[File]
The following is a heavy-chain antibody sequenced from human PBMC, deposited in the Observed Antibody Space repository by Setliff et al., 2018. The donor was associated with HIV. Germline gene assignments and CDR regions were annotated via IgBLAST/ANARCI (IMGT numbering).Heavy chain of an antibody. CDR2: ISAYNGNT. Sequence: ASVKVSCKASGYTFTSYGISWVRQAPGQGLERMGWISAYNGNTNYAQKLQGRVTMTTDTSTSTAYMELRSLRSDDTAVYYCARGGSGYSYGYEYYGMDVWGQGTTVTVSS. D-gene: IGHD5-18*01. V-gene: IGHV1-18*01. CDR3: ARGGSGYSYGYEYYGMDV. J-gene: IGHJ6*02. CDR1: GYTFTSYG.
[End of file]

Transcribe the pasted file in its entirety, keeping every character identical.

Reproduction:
The following is a heavy-chain antibody sequenced from human PBMC, deposited in the Observed Antibody Space repository by Setliff et al., 2018. The donor was associated with HIV. Germline gene assignments and CDR regions were annotated via IgBLAST/ANARCI (IMGT numbering).Heavy chain of an antibody. CDR2: ISAYNGNT. Sequence: ASVKVSCKASGYTFTSYGISWVRQAPGQGLERMGWISAYNGNTNYAQKLQGRVTMTTDTSTSTAYMELRSLRSDDTAVYYCARGGSGYSYGYEYYGMDVWGQGTTVTVSS. D-gene: IGHD5-18*01. V-gene: IGHV1-18*01. CDR3: ARGGSGYSYGYEYYGMDV. J-gene: IGHJ6*02. CDR1: GYTFTSYG.